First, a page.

Introduction

The Unvarnished Truth: Exploring the Material History of Paintings was conceived by Brandi Lee MacDonald at McMaster University in 2010 as a series of conversations about the potential for nondestructive techniques to analyze works of art, and quickly evolved to become the multidisciplinary, collaborative study presented here.

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The Art of Connoisseurship

“Hello. It’s me.” You hear the voice on the telephone, and with just four syllables you recognize the caller immediately. If asked to explain how or why, you might mention qualities such as pitch, cadence, or accent, but ultimately, the distinctively personal character of the voice may be hard to define. That flash of recognition happens before you have even realized it, a product of intimate familiarity with the speaker.

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Conservation Science and Paintings

Scientists have a long history of working with cultural objects.[i] For example, in the late eighteenth century, Claude-Louis Berthollet and André Thouin accompanied the Napoleonic army to the Italian peninsula, where, in addition to other duties, they evaluated the condition of artworks that had been confiscated.[ii]

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Conservation and Condition Issues

Conservation encompasses a range of endeavours that seek to preserve and restore cultural material, such as paintings, drawings and prints, sculpture, and decorative arts, all of which deteriorate over time from the effects of environment, the inherent instability of the artistic materials, and misguided human interventions. A fundamental objective of conservation is to provide works of art with suitable physical and environmental conditions for their safekeeping.

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Histories of Selected Artists’ Pigments

Artists’ pigments have long been a point of interest for researchers in cultural heritage. In the 1960s, Gettens and Plesters described the need for a handbook of painting materials that could serve the interests of chemists, conservators, curators, and collectors in the field of art.[i] Their efforts resulted in a series of volumes dedicated to the description of pigments by experts from around the world. That series, and others like it, are excellent sources of information on the extensive historical documentation of pigment history.

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The Analysis of Inorganic Pigments Using Spectrometric Techniques

A painting, as an object, consists of multiple components that, when analyzed together, have a unique story to tell about the artist, his or her practice, and the history of the piece. The supporting material, grounds, pigments, and varnishes that a painter chose to employ have the potential to reveal a great deal of information about the composition, context, and decision-making involved in the creation of a work, and their analysis contributes to our understanding of the artist’s oeuvre.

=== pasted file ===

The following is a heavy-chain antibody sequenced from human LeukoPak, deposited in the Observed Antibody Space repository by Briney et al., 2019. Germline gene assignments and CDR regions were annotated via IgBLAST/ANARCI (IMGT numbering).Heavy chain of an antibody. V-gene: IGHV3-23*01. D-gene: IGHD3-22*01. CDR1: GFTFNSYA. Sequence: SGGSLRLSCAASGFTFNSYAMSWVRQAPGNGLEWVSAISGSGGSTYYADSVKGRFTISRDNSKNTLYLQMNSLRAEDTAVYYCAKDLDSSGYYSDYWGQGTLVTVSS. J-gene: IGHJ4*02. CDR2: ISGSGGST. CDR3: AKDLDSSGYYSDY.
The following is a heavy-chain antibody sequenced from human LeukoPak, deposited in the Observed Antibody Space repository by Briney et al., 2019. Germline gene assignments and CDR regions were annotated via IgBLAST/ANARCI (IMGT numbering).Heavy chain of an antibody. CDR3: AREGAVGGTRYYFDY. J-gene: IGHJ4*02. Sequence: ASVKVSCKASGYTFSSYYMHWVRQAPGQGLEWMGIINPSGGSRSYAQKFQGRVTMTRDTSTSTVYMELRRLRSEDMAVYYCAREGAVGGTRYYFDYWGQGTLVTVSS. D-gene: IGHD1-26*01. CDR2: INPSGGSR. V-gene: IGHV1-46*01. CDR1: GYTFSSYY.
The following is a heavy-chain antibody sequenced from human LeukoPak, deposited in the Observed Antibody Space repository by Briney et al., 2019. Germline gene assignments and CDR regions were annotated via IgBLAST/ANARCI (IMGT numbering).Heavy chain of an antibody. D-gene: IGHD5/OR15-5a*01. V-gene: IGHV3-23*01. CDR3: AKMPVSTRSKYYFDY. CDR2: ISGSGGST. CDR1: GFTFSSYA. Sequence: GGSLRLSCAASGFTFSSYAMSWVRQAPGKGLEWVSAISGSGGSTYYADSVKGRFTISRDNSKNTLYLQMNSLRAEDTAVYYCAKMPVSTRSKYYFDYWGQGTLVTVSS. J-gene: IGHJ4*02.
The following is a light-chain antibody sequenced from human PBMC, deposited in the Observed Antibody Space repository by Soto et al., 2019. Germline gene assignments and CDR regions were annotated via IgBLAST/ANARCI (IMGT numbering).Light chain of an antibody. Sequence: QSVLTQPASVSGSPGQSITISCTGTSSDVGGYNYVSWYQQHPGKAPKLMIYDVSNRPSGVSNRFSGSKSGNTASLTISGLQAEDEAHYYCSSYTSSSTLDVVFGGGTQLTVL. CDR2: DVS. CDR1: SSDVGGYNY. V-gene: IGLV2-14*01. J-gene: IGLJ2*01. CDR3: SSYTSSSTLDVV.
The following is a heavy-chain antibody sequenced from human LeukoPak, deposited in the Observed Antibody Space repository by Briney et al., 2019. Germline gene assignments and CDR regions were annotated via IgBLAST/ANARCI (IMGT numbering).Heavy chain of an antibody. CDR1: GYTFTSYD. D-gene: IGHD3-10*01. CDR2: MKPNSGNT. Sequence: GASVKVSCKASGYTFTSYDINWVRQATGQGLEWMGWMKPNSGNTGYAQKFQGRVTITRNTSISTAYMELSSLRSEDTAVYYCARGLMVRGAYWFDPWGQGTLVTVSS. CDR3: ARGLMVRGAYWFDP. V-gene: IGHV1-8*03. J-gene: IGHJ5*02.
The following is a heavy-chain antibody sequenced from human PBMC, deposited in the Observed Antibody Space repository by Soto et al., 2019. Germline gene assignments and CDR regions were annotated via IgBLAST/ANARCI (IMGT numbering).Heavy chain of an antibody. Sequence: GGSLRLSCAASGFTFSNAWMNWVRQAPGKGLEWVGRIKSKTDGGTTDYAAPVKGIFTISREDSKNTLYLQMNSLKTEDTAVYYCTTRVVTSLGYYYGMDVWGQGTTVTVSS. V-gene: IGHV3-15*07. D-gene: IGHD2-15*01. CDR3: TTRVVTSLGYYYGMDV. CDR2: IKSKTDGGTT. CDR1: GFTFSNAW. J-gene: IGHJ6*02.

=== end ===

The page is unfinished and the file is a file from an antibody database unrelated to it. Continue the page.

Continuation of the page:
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The Technical Art Historian’s Methods of Investigation: Some Tools and Practices

Paintings are complex, multilayered objects, of which we can usually only see the surface layer. These objects result from a series of processes involving the selection and application of painting materials and techniques. The painter chooses a support for the painting (often wood or canvas), a ground material on which to apply the paint, and pigments that are bound in a medium of the artist’s choosing.

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Imaging Using X-rays and Neutrons

The first X-ray image was taken by Professor Wilhelm Röntgen in 1895, a mere two weeks after he had first discovered the phenomenon he called “X-rays.” The remarkably obliging Frau Röntgen allowed her hand to be fixed between the X-ray source and a photographic plate: the image shows the clear pattern of the bones of her hand, the ghostly outline of the skin and muscles, and a ring that was studded with small jewels (Fig. 1).

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Limits of the Eye and the Engine of Curiosity

The Unvarnished Truth: Exploring the Material History of Paintings project began as a modest but focused transdisciplinary examination of nine paintings from the McMaster Museum of Art collection. The prime objective was to explore specific and precise material conditions: how were these artworks made and what was the material history, including changes and alterations over time. The information gleaned from these explorations then allowed reflection on why these objects were made in relation to ascribed

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Disciplines in Motion: The Changing Roles of Museum Curators, Art Conservators, and Conservation Scientists

The research and exhibition project The Unvarnished Truth: Exploring the Material History of Paintings, organized by the McMaster Museum of Art, is another welcome example of a fruitful interdisciplinary collaboration of art historians, art conservators, and conservation scientists. Nenagh Hathaway and Brandi MacDonald, both PhD candidates (at Queen’s University and McMaster University, respectively), did an exemplary job of coordinating this project. The results of this four-year venture are laid out in this publication.

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